Kalmati

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For the village in Iran, see Kalmati, Iran.


Kalmati is a Baloch clan in Balochistan, Pakistan. The clan's name comes from the small city of Kalmat, situated between Iran and Pakistan. They are part of the Hooth Tribe, claiming descent from Hooth, a son of Jalal Khan. When the Hooths were ruling Kech Makran, a few members of the tribe settled in Kalmat, near the Port of Pasni, in the coastal area of Balochistan. In the 12th century, the Kalmati had spread from Tehs Bandar in the western part of Balochistan to Shah Bandar in Sindh. Today, the Kalmati tribes live throughout the districts and towns of Balochistan and Shindh.

Kalmatis mostly work in cultivation and business. The famous graveyard called Chokandi, situated in Karachi, is associated with this tribe.[1]

History[edit]

The Portuguese[edit]

In the 15th century, the Portuguese captured many parts of India and Oman, and planned to proceed with annexation of the coastal area of Makran. The Portuguese attacked Makran under the leadership of Vasco de Gama, but were repulsed by forces under the command of Mir Ismaheel. The Portuguese looted and set coastal villages on fire, but failed to capture the area of Makran. Cannons of the Portuguese army were found abandoned, lying near the central jail of Gwadar.[2] Ishaheel's grave is situated near the Mountain of Batal Gwadar, constructed by Ismaheel during his life. He died in 1468.

After Ismaheel's regime, his nephew Hammal, son of Jihand Khan, became the ruler of Makran. During his rule, the Portuguese initiated several attacks under the command of Lowess Dee Almia, but they were repelled each time, eventually agreeing to a truce wherein the Portuguese agreed not to attack the Makran coastal area. However, when Hammal was at sea with some companions, the Portuguese attacked his ship and too Hammal captive. A statue Hammal resides in a museum on the island of Goha in India, constructed by the Portuguese.

During this time, the Portuguese also attacked Tehs Bandar, which was under the command of Kareem Dad, who died in the attack along with 44 of his soldiers.

Resistance in Sindh[edit]

In the Mughal Empire, the Kalmati tribe had a broad power base Hub to Keti Bandar in the Sindh province. After the Mughal defeat of the Portuguese from Ran Kach, the Mughals decided that the Kalmati had become a threat to their empire. Their king, Akbar, plotted with local Sardars (Chiefs) to overthrow the local Kalmati chiefs. However, both being Baloch peoples, as well as a Kalmati force consisting of approximately 20,000 troops, foiled Akbar's plan. His defeat led him to cede a large tract of agricultural land in Chachkan to the Kalmati, in 1654. When his successor, Orangzaib also failed in his attempt to break the power of the Kalmati, he ceded even more land to the Kalmati (this time in Sakro), in exchange for them not becoming rebels against the empire. During this period the Kalmati made alliances with other Baloch tribes, creating a Baloch confederacy. Mughal traders used the roads and sea routes in Hindustan, and the Kalmati Sardar charged Rs. 9,600 per year as taxes from the Mughal rulers.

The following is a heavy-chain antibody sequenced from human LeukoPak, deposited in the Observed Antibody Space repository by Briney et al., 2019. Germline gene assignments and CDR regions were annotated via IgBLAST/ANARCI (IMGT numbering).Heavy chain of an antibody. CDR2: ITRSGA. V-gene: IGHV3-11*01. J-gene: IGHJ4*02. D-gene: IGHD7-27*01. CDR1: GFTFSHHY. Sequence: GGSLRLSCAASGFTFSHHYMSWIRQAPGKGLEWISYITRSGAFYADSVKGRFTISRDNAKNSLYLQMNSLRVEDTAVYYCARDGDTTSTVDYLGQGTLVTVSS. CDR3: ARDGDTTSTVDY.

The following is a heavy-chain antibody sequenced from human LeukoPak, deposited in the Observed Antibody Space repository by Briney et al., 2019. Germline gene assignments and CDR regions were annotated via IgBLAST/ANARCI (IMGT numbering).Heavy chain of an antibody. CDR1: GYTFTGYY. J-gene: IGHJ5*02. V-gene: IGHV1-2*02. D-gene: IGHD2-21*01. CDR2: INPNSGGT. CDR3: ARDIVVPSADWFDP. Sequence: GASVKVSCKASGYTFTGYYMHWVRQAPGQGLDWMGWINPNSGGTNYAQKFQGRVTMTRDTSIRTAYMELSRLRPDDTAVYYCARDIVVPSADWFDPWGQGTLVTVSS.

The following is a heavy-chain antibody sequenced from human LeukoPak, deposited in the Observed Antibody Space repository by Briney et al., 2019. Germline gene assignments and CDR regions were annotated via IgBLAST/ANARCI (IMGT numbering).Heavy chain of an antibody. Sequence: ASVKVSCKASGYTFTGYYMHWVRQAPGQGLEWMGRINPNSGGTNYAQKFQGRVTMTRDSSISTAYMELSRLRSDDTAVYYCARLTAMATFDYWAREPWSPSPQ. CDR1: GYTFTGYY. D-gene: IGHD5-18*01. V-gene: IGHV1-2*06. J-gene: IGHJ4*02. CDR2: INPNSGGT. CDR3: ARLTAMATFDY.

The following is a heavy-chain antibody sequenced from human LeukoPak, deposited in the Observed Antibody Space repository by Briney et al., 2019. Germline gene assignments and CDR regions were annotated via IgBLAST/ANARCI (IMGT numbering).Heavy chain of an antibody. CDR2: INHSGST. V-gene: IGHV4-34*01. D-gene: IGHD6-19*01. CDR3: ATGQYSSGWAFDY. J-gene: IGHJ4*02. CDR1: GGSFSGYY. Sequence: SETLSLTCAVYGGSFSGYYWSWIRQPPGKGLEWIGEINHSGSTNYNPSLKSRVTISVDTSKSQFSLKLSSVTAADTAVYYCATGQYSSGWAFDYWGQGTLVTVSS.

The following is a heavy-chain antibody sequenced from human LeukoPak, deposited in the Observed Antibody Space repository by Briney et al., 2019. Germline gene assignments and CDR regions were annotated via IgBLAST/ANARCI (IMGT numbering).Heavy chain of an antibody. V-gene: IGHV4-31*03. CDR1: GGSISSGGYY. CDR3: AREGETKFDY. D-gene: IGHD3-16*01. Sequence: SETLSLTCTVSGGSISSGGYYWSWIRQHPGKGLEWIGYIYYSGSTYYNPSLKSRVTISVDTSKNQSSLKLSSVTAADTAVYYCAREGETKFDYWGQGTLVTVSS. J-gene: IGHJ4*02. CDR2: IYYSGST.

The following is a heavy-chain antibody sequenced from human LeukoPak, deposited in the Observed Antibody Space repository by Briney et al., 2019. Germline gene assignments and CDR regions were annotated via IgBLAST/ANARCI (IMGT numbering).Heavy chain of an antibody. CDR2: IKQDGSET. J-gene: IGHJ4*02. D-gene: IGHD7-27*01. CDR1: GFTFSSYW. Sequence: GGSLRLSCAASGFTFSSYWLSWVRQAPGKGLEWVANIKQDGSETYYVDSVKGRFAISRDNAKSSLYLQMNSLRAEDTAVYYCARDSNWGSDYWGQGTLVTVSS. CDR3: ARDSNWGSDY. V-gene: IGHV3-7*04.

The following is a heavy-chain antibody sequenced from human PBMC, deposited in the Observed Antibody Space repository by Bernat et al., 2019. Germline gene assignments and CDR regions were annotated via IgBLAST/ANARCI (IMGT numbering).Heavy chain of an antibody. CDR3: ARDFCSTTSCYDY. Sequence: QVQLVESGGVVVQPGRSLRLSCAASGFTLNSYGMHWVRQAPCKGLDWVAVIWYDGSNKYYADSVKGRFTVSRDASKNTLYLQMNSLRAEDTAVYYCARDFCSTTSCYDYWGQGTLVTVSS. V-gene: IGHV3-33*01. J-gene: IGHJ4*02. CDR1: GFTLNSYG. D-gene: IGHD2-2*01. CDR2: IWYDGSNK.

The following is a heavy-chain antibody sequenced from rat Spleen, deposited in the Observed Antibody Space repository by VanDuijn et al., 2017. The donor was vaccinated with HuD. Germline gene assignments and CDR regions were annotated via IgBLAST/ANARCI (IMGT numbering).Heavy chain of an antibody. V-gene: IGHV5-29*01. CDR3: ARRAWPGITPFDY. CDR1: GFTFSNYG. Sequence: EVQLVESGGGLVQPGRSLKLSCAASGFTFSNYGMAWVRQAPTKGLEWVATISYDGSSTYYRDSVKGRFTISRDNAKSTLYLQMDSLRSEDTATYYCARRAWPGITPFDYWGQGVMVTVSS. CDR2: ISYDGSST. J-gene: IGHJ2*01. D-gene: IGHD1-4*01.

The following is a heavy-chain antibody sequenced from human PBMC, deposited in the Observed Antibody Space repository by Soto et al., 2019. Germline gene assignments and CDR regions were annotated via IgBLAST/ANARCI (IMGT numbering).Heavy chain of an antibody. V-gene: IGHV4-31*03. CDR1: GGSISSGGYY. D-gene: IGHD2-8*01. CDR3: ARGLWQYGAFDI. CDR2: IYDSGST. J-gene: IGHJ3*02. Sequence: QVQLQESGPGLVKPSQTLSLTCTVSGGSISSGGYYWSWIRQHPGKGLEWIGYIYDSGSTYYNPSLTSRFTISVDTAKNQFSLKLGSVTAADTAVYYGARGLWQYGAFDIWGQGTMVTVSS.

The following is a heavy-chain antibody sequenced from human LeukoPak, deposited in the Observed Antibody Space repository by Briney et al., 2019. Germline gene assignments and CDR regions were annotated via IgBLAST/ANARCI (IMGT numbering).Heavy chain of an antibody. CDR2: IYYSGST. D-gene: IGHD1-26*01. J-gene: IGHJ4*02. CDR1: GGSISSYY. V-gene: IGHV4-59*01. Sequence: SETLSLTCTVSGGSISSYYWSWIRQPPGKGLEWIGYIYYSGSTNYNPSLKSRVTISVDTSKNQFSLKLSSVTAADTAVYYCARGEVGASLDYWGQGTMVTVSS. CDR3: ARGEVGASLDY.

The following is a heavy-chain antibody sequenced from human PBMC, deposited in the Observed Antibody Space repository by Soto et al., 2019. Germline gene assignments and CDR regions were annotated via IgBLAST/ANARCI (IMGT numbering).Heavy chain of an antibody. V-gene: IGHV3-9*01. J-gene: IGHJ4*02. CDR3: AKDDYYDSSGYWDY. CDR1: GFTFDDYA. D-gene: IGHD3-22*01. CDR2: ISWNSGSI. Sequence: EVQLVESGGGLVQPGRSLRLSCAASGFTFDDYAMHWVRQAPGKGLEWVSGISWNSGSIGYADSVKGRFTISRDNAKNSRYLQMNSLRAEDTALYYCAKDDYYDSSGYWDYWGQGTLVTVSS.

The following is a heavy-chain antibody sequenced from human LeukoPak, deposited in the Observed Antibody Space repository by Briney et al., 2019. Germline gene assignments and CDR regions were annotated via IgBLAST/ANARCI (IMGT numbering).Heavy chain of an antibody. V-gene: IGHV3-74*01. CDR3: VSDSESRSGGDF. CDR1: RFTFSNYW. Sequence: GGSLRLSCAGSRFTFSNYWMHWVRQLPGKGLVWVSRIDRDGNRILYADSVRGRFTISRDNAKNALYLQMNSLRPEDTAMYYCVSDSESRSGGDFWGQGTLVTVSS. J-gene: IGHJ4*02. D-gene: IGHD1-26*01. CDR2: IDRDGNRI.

Attacks of Arghoons[edit]

When Saleh Baig became Mirza, he began a policy of persecution towards the Kalmati. As part of that persecution, Baig had the family of a person named Mureed executed. Mureed vowed to not wear the traditional turban (Pagree) until he had avenged them by killing Baig. One day in Thatta, Mureed saw Baig patrolling in the city with his protocol staff. Mureed assassinated Baig, and was in turn killed by Baig's protocol staff. This was a difficult period for all the Baloch tribes.

War with Kalhoros[edit]

In the regime of Mia Yar, the Kalmati were the only tribe to refuse to pay taxes to the government in Kalhora. The tax consisted of 50 camels or their equivalent value. In response, Muhammad Kalhoro attacked Malir with 18,000 troops. The Kalmati became aware of the impending attack, and they relocated their cattle, women and children to a place called Lat Koh (Lat Mountain), situated between Gadap and Kon Kor. In the ensuing battle, the government troops defeated the Kalmati tribe, with the remnants fleeing to Lat Koh. These Kalmati were called the Lati or Lateeg.

War with British soldiers[edit]

On 2 February 1839, two British military ships, the H.M.S. Hina and Wales, arrived in (Manora), Karachi. They called on the Kalmatis to evacuate the port and surrender their arms. The tribe's commander refused to surrender, and replied, according to legend, "I am a Baloch and would prefer to be a martyr than to surrender."

Due to the power of the British forces, the Baloch began a guerilla war. After capturing Karachi, the British had built a military stronghold in Ram Bagh.

References[edit]

  1. ^ ” A Study of Stone Craved Graves" written by Kaleem Lashari
  2. ^ Baluchistan (Pakistan) (1907). Baluchistan district gazetteer series. printed at Bombay Education Society's Press. p. 46. Retrieved 28 June 2011. 
  • Lashari, Kaleem (1996). A study of stone carved graves. Karachi, Pakistan: Kaleem Lashari for Sindh Exploration and Adventure Society. OCLC: 36891967. 
  • Hughes Buller, Ralph. Makran Kalmatis. 
  • Baloch, Nabi Bux Khan. Jang Namo. 
  • Baig, Mirza Qalich. Qadeem Sindh. 
  • Hameeduddin, Dr. History of Islam.